A new concrete floor requires sealing to make it water-resistant, and it can also be painted with specialist concrete paint to make it fit in with the rest of the room’s scheme. Alternatively, polishing a concrete floor to a high-gloss finish adds a modern look to the room.


Available in a huge range of colors and textured finishes, rubber flooring is also highly practical; it’s hard-wearing, non-slip and easy to clean. Perfect for kids’ playrooms, it also suits kitchens and bathrooms.


Soft and warm underfoot, cork tiles are porous and must be sealed before use. Cork tiles come in natural colors, or laminated with photographic images.


Wall-to-wall fitted carpets have timeless appeal. They are soft and warm underfoot and therefore perfect for draughty floors and bedrooms.

As carpets are chosen to last, ensure you’re buying the right carpet for your room. 100% wool carpets are a luxurious choice that suit lighter traffic areas such as dining rooms, bedrooms and sitting rooms. For busier areas, with a lot of toing and froing, such as hallways and stairs, the more standard 80% wool/20% nylon mix is harder wearing and will last longer.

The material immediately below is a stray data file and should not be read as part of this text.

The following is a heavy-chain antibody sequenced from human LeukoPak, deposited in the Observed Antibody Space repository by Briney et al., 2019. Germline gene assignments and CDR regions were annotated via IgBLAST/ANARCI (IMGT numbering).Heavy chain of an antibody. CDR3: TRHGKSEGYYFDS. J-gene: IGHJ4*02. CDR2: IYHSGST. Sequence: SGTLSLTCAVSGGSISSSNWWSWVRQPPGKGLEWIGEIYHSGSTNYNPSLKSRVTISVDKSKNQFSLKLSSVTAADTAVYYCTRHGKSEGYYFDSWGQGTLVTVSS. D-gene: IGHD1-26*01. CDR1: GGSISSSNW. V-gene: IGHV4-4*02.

Rugs and runner are an excellent way to bring color and pattern to your floors. Flat-weave rugs with geometric patterns or cheerful colors are a good choice for hallways or kids’ room, and kilims and dhurries imported from Asia or inexpensive washable cotton rugs are all an instant way to add splashes of bright color to any floor.

Natural Flooring

Choosing a floor
Natural Flooring

Sisal, sea grass, coir, jute, rush and paper is the most common forms of natural flooring. Each comes from natural and renewable sources such as grasses and the leaves of plants, and paper flooring is derived from wood pulp. These sources ensure that natural flooring is an environmentally friendly option for the ecologically aware consumer. They come in a range of natural, neutral shades and are woven into different finishes, textures and patterns that suit both contemporary and traditional interiors.